How to Care for Your Wooden Chopping Board
Whether you’ve received your wooden chopping board as a gift or treated yourself, you want to take the necessary steps to protect your investment. Here are our best tips for protecting and caring for wooden chopping boards.
Marble, ceramic and glass cutting boards can do extensive damage to your knives by dulling and chipping the blades. Dull knives are far more dangerous than sharp knives because they require more force to use than a sharp knife. More force = accidents.
Dull knives happen for two main reasons:
1. When the edge of the blade becomes bent or rolled to one side caused by physical pressure to the edge of the blade, such as when it is used on a chopping material with little to no give.
2. When the edge of the blade becomes rounded from friction, tearing or abrasion (usual wear and tear), such as when the knife is used on a material that is too hard and resists scoring. This will cause the edge to round from the increased abrasion on the knife.
Marble, ceramic and glass are too hard of materials to protect knife blades from rolling or rounding, resulting in a dull blade and danger to your fingers.
While plastic boards generally have more give to them, they are a nuisance on the environment, suck up stains and melt if brought too close to the hob. They should also be replaced every two years because surprisingly, they harbour bacteria more than any other material due to their porous nature.
Wood is the best choice. It is a material that has a natural give to protect your blade for longer and is exceptionally durable and nigh-on impossible to break. Plus, if you take proper care of it, it shouldn’t stain, crack or harbour oodles of bacteria.
End grain chopping boards, like our oak boards by GT Woodshop (pictured), are the best option for keeping knives sharp. Because the wood fibres are standing up vertically, perpendicular to the knife, the board accepts the force of the knife without damaging your blade. Oak has a particularly open fibre structure, so that your knives stay extra sharp. Light cuts to the board can even ‘heal’ up when dampened, as the grain swells a little to repair itself.
How to take Care of Your Wooden Chopping Board
Once you’ve chosen your wooden board, it’s important that you take care of it. Regular maintenance can protect your board from cracking, warping, mould and naturally-occurring bacteria that can seep into the material and make you ill. Thankfully, this is rather easy to do and only requires about 30 minutes of your time once a month.
Every time you use the board
Make sure that when you’re finished with it for the day, you wash the cutting board with hot, soapy water. Do not submerge the board into a sink full of water though, as this will encourage cracking and warping. Scrub the board well, wetting both sides. Leave it to dry standing on its side, propped up against the drying rack or a wall. Do not let it dry flat - this will cause one side to dry more quickly than the other, which could cause the board to warp.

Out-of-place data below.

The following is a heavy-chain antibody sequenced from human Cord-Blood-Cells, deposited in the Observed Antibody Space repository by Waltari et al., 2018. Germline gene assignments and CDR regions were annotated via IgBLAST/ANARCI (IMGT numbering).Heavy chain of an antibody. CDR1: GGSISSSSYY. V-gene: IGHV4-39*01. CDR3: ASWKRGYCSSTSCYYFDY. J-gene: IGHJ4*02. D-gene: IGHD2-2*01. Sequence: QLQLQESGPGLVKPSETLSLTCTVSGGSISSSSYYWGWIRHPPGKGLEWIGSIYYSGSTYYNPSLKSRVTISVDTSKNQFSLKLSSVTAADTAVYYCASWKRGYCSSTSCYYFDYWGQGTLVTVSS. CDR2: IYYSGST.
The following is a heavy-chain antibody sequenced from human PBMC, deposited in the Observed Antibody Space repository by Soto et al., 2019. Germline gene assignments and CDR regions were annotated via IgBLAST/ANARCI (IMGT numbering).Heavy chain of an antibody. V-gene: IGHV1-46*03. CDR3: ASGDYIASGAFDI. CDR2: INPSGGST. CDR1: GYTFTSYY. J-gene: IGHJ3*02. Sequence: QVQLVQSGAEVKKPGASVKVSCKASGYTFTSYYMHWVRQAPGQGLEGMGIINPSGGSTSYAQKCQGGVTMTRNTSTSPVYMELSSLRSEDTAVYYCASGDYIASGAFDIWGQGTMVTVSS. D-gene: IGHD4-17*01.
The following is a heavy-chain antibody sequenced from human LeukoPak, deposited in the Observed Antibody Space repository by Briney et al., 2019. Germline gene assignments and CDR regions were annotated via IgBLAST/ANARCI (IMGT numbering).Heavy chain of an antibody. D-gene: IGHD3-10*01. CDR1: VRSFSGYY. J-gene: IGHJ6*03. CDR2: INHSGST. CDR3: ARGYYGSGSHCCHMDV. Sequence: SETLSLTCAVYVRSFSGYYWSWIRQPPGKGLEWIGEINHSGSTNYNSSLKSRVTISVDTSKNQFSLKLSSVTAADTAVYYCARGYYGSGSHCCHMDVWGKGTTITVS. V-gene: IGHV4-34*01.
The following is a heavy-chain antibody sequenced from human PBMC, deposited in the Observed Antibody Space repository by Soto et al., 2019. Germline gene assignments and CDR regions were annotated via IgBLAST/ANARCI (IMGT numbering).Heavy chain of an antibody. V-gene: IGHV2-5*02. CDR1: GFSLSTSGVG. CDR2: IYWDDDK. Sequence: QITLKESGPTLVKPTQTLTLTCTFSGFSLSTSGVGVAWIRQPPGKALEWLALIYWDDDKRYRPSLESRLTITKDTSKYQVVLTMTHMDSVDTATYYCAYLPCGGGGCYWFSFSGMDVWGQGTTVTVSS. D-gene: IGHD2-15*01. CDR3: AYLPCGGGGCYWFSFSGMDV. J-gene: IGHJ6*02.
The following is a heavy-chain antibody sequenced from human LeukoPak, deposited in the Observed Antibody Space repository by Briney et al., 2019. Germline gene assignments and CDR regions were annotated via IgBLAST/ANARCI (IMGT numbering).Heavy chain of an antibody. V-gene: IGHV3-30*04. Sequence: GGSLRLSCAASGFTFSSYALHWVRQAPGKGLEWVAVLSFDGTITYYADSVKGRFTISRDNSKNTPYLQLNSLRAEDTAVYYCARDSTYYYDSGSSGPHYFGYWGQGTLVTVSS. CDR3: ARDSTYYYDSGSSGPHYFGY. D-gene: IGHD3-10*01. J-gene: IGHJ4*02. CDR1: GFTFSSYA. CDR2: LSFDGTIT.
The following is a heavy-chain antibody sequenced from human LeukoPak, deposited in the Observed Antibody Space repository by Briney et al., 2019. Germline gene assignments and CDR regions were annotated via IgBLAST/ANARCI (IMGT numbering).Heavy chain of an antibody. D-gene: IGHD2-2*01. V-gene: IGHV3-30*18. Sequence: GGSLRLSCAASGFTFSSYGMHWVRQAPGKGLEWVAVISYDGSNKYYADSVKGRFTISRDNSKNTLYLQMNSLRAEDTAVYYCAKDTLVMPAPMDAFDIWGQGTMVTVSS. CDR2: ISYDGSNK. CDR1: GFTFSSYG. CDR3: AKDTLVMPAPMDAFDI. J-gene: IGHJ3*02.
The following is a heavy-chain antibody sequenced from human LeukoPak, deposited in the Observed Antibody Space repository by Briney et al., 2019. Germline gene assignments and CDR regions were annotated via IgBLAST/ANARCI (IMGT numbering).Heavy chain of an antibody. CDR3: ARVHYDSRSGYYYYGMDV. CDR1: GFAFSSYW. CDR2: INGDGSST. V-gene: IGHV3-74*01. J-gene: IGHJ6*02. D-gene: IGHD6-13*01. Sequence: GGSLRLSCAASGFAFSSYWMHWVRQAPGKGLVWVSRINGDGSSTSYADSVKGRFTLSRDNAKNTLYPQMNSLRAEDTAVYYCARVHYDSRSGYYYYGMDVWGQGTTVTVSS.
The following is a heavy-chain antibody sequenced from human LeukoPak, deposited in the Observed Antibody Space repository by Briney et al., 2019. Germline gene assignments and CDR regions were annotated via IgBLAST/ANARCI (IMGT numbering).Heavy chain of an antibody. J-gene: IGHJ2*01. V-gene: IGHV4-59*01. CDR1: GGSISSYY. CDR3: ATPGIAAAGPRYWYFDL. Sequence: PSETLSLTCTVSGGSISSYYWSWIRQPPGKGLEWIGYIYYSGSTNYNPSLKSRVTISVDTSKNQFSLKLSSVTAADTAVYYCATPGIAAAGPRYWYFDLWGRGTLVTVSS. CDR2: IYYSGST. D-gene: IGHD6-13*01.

Give your wooden board the spa treatment. Everyone enjoys a little pampering, and your board works hard for you to eat fresh, delicious food every day, so it deserves it.
First, give your cutting board a salt and lemon scrub down. Grab a small handful of coarse sea salt and sprinkle it across the board, then use half a lemon to rub the salt around the surface of the board in little circles. By sanding down the board slightly, you’re removing a very thin layer of the board that has become porous from use and may be harbouring bacteria. The lemon juice will also kill any bacteria and reduce any lingering food smells (like smelly onion or garlic).
Second, rinse your board off in the sink, giving it a little wipe down with a wet cloth, then leave it to dry completely (as above) before performing the next step.
Finally, treat your board with a little oil. The oil creates a thin barrier between the wood and your food, protecting it from moisture and food residue. The oil also helps treat the wood, keeping it from drying out and cracking.
Certain vegetable oils are to be avoided when oiling your board. Olive, almond, canola, avocado and other types of vegetable or nut-based oils can become rancid very quickly if exposed to the air. Use a food-grade mineral oil or coconut oil. Personally, I use coconut oil as it has a more stable shelf life and is highly resistant to rancidity.
Condition your board by taking a teaspoon to half tablespoon sized amount of oil (depending on the size of your board) and rubbing it all over the board in circular motions, making sure to get every side, corner, nook and cranny. Much like you would rub moisturiser into your face. Allow the oil to dry for a couple of hours and then repeat this process a second time. Leave the board to dry overnight and resume using it as usual.
Although it may require a bit of maintenance once in a while, a wooden chopping board will keep you going right through to a ripe old age. And really, don’t the best things in life often need a little love?